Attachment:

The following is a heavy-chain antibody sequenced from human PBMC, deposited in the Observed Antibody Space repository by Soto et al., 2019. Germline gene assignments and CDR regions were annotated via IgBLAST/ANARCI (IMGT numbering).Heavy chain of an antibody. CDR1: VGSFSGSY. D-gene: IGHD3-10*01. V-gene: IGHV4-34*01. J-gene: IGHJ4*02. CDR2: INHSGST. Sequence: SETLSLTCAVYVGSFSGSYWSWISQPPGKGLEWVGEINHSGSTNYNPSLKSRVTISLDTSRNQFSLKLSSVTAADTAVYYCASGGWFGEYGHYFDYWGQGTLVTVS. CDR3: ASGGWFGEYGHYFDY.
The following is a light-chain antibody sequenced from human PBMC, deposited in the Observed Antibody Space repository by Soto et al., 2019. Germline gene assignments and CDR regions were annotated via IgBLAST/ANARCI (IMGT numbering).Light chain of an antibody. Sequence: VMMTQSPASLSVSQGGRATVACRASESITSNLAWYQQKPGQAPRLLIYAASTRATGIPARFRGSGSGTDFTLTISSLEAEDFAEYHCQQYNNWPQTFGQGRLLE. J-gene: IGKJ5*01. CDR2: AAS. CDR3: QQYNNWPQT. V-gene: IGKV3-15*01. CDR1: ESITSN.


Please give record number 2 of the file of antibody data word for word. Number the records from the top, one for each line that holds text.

The following is a light-chain antibody sequenced from human PBMC, deposited in the Observed Antibody Space repository by Soto et al., 2019. Germline gene assignments and CDR regions were annotated via IgBLAST/ANARCI (IMGT numbering).Light chain of an antibody. Sequence: VMMTQSPASLSVSQGGRATVACRASESITSNLAWYQQKPGQAPRLLIYAASTRATGIPARFRGSGSGTDFTLTISSLEAEDFAEYHCQQYNNWPQTFGQGRLLE. J-gene: IGKJ5*01. CDR2: AAS. CDR3: QQYNNWPQT. V-gene: IGKV3-15*01. CDR1: ESITSN.